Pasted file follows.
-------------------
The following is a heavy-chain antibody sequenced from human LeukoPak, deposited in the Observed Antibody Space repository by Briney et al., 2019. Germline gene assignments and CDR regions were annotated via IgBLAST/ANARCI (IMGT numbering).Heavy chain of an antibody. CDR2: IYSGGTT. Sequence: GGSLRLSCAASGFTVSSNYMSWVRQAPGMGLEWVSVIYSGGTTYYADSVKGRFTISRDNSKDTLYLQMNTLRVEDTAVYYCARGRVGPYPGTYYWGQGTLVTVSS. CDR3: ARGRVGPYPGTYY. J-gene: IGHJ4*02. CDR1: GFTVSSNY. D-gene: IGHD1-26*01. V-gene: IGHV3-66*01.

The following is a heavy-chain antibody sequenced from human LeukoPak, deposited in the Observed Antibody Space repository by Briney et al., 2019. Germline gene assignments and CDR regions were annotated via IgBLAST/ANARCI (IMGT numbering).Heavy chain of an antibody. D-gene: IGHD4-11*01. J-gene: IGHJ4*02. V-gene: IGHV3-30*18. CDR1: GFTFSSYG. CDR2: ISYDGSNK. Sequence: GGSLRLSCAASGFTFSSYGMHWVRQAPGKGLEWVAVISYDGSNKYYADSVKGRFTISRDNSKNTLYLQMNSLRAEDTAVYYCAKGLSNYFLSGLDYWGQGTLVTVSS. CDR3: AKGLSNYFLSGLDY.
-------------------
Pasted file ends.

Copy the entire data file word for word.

The following is a heavy-chain antibody sequenced from human LeukoPak, deposited in the Observed Antibody Space repository by Briney et al., 2019. Germline gene assignments and CDR regions were annotated via IgBLAST/ANARCI (IMGT numbering).Heavy chain of an antibody. CDR2: IYSGGTT. Sequence: GGSLRLSCAASGFTVSSNYMSWVRQAPGMGLEWVSVIYSGGTTYYADSVKGRFTISRDNSKDTLYLQMNTLRVEDTAVYYCARGRVGPYPGTYYWGQGTLVTVSS. CDR3: ARGRVGPYPGTYY. J-gene: IGHJ4*02. CDR1: GFTVSSNY. D-gene: IGHD1-26*01. V-gene: IGHV3-66*01.

The following is a heavy-chain antibody sequenced from human LeukoPak, deposited in the Observed Antibody Space repository by Briney et al., 2019. Germline gene assignments and CDR regions were annotated via IgBLAST/ANARCI (IMGT numbering).Heavy chain of an antibody. D-gene: IGHD4-11*01. J-gene: IGHJ4*02. V-gene: IGHV3-30*18. CDR1: GFTFSSYG. CDR2: ISYDGSNK. Sequence: GGSLRLSCAASGFTFSSYGMHWVRQAPGKGLEWVAVISYDGSNKYYADSVKGRFTISRDNSKNTLYLQMNSLRAEDTAVYYCAKGLSNYFLSGLDYWGQGTLVTVSS. CDR3: AKGLSNYFLSGLDY.